c/o Fleet Post Office
                   San Francisco, 96601

                                          22 February 1966

Dear KENNEBEC Families and Friends,

	We are now about half way through our West Pac tour with the U.S.

	I mentioned in my last letter that I had recently relieved as Commanding
Officer and was devoting my time getting to know the ship and your sons and
husbands. It is now a little over three months later, and I have learned
a lot about the ship and her crew some of which I am very pleased to pass
along to you. KENNEBEC is very popular with the SEVENTH Fleet ships we
support. I think this is because everybody tries their best and works well
together. This is the stuff that ships spirit is made of and to which
every man contributes. This KENNEBEC spirit is most gratifying and it is
a pleasure to pass along to you that your loved ones are part of a real good

	My first letter brought forth many letters in response. I hope I have
answered all your questions satisfactorily but if I haven't just let me
know. All of your letters showed me clearly that you were very interested
in what I had to say and what we are doing out here. I therefore suggest
that notes of thanks are not necessary, but if you need some information I
will be most pleased to tell you what I can.

	You will be glad to know that we have not had any serious accidents and
all hands have enjoyed excellent health. We have had a series of inspections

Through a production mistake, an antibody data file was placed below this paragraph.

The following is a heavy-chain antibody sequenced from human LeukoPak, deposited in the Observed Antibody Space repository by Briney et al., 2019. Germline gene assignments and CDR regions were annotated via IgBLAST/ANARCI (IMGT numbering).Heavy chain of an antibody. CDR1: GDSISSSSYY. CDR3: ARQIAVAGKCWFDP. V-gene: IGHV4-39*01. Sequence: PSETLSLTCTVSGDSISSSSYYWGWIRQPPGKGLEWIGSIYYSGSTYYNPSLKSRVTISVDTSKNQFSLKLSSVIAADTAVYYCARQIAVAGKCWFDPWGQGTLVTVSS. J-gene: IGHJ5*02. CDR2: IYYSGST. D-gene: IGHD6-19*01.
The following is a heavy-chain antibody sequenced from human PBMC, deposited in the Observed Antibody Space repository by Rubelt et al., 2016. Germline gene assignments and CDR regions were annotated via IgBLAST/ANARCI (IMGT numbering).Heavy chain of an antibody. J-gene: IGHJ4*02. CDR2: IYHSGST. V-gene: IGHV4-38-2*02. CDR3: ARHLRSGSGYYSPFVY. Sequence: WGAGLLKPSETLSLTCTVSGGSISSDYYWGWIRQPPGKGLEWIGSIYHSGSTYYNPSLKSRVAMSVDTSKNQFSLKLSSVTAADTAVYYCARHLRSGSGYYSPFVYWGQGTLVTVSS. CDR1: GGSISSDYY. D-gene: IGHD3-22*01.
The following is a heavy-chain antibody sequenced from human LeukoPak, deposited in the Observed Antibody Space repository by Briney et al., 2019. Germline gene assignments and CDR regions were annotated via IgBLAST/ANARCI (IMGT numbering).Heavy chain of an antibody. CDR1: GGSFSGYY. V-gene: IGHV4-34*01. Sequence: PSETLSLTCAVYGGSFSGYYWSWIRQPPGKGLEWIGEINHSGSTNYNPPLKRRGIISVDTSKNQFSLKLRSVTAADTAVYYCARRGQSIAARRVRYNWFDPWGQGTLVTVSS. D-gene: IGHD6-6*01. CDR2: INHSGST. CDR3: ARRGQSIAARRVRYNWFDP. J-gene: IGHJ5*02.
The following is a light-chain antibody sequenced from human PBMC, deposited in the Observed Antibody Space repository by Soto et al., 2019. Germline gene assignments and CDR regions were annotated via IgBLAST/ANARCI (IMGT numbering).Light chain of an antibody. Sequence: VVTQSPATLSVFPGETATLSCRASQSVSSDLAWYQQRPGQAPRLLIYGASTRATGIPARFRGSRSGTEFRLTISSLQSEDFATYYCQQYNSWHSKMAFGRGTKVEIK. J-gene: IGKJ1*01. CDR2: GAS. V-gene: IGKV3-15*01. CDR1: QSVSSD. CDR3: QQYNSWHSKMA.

and both the ship and crew members are shipshape and seamanlike. For that
matter, these inspections have been so satisfactory that I feel KENNEBEC,
ship and crew, will look well under any circumstances, and consequently,
future inspections can be considerably reduced.

	Since my last letter, our activities have been essentiality the
same - providing fuel to Fleet units in the South China Sea. These
assignments vary from supporting Attack Carrier groups to the small patrol
ships used for coastal patrolling along the coast of South Viet Nam.

	For the most part our port visits have been short fuel stops and
upkeep periods in Subic Bay; although, we have visited Kaoshung, Taiwan,
and Manila since my last letter.

	Kaoshung was enjoyed by all hands. It was picturesque and fascinating
as only China can be to the Westerner.

	There is an American Military Advisory Group in Kaoshung which has
some fine recreational facilities, including clubs, golf course, and a
swimming pool. Full advantage was taken of all these facilities with
much enjoyment by all. While there, the crew challenged the officers to
another softball game, and although, faced with younger and more eager
men I'll have to admit the wardroom squeezed out another win but only by
one run. It was enjoyable and the score mattered very little. Everyone
got the chance to yell and let off steam and that was the main goal.

	Manila too was fascinating and many crew members took tours of the
city and surrounding points of interest. Photography has been very popular
and I'm sure you will enjoy seeing the pictures and movies that many of the
men have taken.

	Christmas was spent in Subic Bay, for the most part in body only
because I'm sure minds and hearts were back home with the loved ones.
Separation at times like this is difficult, but the job we are doing is an
important and necessary one which must be done.

	1966 was herald in by four rings of the ship's bell and the words
"1966 Arriving". We spent New Years day at sea doing our job.

	Next month we are to be in Hong Kong, a colorful port we are all
looking forward to visiting. Shortly afterwards we will probably work
our way up north to the Japan area. Although the exact date is still
up in the air, we will be home in June.

    With best regards to you and concern for your loved ones.


                              CHAS B. ALMY
                              Captain, U. S. Navy
                              Commanding Officer